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The History Of The National Archaeological Museum In 1 Minute
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The History Of The National Archaeological Museum In 1 Minute

Picture of Culture Trip
Updated: 13 June 2016
The National Archaeological Museum of Spain, located in the Spanish capital Madrid, displays an array of archaeological treasures dating back from the prehistoric times to the Renaissance. The museum is located on Serrano Street, next to Plaza de Colón. The museum shares the same Neoclassical building with the National Library.

The National Archaeological Museum was founded in 1867 by Queen Isabel II, who was deposed in the Glorious Revolution only one year later in 1868. The collection at the museum includes artifacts from Spain and beyond. The purpose of the museum was to display different ethnographical, archaeological and decorative art collections compiled by the Spanish monarchs in one place. The museum’s collection contains religious art, as many exhibits were removed from monasteries and churches and placed in the museum. Other important exhibits at the museum include a replica of prehistoric cave paintings discovered in Cantabria, Spain, and ‘La dama de Elche‘, or ‘The Lady of Elx’ – a large sculpture of a wealthy Iberian woman wearing traditional Spanish headgear, dating back to the 5th century BCE.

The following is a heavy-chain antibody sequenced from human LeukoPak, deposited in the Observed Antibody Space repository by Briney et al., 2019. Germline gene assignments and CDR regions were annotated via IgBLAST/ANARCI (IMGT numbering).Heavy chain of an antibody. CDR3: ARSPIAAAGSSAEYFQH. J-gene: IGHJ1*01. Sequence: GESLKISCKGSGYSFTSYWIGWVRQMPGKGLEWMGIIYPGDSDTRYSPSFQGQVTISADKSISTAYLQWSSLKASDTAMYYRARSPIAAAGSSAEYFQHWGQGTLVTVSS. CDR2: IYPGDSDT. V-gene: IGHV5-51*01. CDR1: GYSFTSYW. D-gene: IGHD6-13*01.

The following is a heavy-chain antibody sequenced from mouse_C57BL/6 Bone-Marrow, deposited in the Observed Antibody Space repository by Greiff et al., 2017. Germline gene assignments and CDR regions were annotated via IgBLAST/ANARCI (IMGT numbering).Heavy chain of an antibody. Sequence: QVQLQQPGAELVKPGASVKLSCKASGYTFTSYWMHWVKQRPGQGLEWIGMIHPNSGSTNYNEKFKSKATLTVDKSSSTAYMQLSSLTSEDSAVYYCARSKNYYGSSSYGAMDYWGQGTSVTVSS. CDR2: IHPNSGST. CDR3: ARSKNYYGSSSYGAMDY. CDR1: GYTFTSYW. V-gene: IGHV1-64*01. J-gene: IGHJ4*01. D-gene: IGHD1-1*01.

The National Archaeological Museum was renovated and closed between 2008 and 2014, and it was re-opened to the public in April 2014. There is no admission fee to enter the museum, and the collection covers, among others, Celtic, Iberian, Greek, prehistoric, Roman, Egyptian and medieval objects. The museum is open daily from Tuesday to Saturday between 9:30 and 20:00 and on Sundays and holidays between 9:30 and 15:00. The museum is closed on Mondays. More information is displayed on the museum’s website.